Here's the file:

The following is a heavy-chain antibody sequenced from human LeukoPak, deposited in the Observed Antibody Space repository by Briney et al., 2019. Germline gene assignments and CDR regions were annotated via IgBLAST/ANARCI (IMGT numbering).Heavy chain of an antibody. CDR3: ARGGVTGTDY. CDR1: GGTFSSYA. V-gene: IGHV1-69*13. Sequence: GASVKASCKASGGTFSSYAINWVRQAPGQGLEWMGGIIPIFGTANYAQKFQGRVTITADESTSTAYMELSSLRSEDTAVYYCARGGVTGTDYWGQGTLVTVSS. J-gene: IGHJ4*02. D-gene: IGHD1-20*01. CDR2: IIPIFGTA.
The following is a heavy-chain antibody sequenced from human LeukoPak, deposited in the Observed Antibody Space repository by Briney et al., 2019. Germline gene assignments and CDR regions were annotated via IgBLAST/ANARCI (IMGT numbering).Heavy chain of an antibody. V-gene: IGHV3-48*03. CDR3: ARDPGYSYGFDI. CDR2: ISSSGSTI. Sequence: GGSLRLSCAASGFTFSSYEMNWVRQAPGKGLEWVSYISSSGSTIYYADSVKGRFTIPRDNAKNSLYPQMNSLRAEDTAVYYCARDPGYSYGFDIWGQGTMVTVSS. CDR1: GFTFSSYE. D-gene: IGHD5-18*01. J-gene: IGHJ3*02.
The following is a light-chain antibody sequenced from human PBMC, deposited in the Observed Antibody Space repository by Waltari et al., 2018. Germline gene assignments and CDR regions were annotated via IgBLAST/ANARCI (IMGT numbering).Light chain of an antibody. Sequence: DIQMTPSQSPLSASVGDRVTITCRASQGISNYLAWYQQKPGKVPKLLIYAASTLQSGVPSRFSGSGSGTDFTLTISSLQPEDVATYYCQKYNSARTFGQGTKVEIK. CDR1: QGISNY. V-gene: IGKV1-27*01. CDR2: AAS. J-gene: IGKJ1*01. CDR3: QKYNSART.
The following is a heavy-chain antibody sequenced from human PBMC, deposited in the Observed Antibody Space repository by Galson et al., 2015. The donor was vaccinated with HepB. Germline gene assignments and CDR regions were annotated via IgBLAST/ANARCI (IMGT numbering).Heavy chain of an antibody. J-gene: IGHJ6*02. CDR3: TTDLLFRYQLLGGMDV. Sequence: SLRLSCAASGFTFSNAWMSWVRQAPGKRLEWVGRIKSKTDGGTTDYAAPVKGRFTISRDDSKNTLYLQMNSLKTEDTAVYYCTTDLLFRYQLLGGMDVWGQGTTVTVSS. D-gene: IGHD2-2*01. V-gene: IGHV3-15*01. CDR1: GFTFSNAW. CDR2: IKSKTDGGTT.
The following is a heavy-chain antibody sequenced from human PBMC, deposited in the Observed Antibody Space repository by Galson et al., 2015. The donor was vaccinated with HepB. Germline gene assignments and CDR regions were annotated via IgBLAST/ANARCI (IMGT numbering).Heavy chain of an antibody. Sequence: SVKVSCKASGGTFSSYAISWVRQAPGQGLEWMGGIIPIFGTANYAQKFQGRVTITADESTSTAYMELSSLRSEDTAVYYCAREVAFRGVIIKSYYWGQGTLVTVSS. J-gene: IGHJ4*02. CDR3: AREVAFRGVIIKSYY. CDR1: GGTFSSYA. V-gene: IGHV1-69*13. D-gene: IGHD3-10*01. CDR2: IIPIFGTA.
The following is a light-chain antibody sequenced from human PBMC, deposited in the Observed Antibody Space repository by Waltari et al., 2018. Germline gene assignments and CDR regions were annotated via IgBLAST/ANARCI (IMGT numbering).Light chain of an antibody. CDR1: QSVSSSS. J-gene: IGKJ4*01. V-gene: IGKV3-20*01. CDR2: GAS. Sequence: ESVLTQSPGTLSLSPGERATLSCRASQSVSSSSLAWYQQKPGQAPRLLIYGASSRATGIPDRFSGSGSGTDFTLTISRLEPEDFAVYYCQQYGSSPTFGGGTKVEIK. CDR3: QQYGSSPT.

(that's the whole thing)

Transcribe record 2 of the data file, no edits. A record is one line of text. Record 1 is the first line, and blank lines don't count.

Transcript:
The following is a heavy-chain antibody sequenced from human LeukoPak, deposited in the Observed Antibody Space repository by Briney et al., 2019. Germline gene assignments and CDR regions were annotated via IgBLAST/ANARCI (IMGT numbering).Heavy chain of an antibody. V-gene: IGHV3-48*03. CDR3: ARDPGYSYGFDI. CDR2: ISSSGSTI. Sequence: GGSLRLSCAASGFTFSSYEMNWVRQAPGKGLEWVSYISSSGSTIYYADSVKGRFTIPRDNAKNSLYPQMNSLRAEDTAVYYCARDPGYSYGFDIWGQGTMVTVSS. CDR1: GFTFSSYE. D-gene: IGHD5-18*01. J-gene: IGHJ3*02.